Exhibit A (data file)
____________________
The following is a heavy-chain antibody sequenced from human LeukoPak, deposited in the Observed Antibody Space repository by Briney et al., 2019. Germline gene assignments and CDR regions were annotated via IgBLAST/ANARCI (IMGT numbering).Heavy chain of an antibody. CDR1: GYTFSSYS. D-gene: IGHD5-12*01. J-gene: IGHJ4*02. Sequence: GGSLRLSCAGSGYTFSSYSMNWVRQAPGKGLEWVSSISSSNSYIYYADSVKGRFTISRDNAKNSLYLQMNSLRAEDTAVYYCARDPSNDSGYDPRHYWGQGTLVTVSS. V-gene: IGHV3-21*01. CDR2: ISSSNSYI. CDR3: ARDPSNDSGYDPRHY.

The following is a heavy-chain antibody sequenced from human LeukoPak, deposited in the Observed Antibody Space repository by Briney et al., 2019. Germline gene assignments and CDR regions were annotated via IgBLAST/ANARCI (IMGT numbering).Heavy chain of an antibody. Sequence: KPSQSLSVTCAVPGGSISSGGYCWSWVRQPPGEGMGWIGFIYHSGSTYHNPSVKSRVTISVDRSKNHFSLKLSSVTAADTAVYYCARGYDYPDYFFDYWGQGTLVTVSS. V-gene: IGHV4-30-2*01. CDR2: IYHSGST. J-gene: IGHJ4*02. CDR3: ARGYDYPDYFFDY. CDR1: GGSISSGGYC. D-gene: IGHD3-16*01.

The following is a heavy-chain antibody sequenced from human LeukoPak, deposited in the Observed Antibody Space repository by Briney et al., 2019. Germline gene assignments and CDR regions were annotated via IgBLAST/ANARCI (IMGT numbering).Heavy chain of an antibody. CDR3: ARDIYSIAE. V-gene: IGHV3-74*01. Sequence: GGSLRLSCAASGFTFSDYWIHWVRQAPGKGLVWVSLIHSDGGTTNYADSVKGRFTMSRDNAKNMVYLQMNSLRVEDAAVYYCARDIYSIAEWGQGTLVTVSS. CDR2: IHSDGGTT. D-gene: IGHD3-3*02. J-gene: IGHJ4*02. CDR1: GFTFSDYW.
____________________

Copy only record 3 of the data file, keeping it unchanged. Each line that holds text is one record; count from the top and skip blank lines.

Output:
The following is a heavy-chain antibody sequenced from human LeukoPak, deposited in the Observed Antibody Space repository by Briney et al., 2019. Germline gene assignments and CDR regions were annotated via IgBLAST/ANARCI (IMGT numbering).Heavy chain of an antibody. CDR3: ARDIYSIAE. V-gene: IGHV3-74*01. Sequence: GGSLRLSCAASGFTFSDYWIHWVRQAPGKGLVWVSLIHSDGGTTNYADSVKGRFTMSRDNAKNMVYLQMNSLRVEDAAVYYCARDIYSIAEWGQGTLVTVSS. CDR2: IHSDGGTT. D-gene: IGHD3-3*02. J-gene: IGHJ4*02. CDR1: GFTFSDYW.